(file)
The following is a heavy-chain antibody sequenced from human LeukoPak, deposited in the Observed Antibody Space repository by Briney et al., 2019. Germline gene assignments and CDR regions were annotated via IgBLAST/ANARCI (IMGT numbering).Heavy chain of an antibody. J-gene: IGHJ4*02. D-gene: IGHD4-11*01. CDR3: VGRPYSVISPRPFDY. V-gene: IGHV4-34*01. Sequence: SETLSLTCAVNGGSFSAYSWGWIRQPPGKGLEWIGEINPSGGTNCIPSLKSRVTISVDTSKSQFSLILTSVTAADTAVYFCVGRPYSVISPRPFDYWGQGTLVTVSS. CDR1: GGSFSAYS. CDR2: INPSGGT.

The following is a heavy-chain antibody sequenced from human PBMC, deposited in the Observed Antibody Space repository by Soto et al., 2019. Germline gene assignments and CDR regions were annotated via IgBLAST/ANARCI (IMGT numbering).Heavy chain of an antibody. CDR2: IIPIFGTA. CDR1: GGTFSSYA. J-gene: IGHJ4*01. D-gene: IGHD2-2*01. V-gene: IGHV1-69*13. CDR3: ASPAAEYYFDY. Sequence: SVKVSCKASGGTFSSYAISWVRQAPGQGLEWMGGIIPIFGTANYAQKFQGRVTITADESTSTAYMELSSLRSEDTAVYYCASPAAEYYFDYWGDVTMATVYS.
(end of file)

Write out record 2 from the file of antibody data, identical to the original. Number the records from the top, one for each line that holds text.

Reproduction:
The following is a heavy-chain antibody sequenced from human PBMC, deposited in the Observed Antibody Space repository by Soto et al., 2019. Germline gene assignments and CDR regions were annotated via IgBLAST/ANARCI (IMGT numbering).Heavy chain of an antibody. CDR2: IIPIFGTA. CDR1: GGTFSSYA. J-gene: IGHJ4*01. D-gene: IGHD2-2*01. V-gene: IGHV1-69*13. CDR3: ASPAAEYYFDY. Sequence: SVKVSCKASGGTFSSYAISWVRQAPGQGLEWMGGIIPIFGTANYAQKFQGRVTITADESTSTAYMELSSLRSEDTAVYYCASPAAEYYFDYWGDVTMATVYS.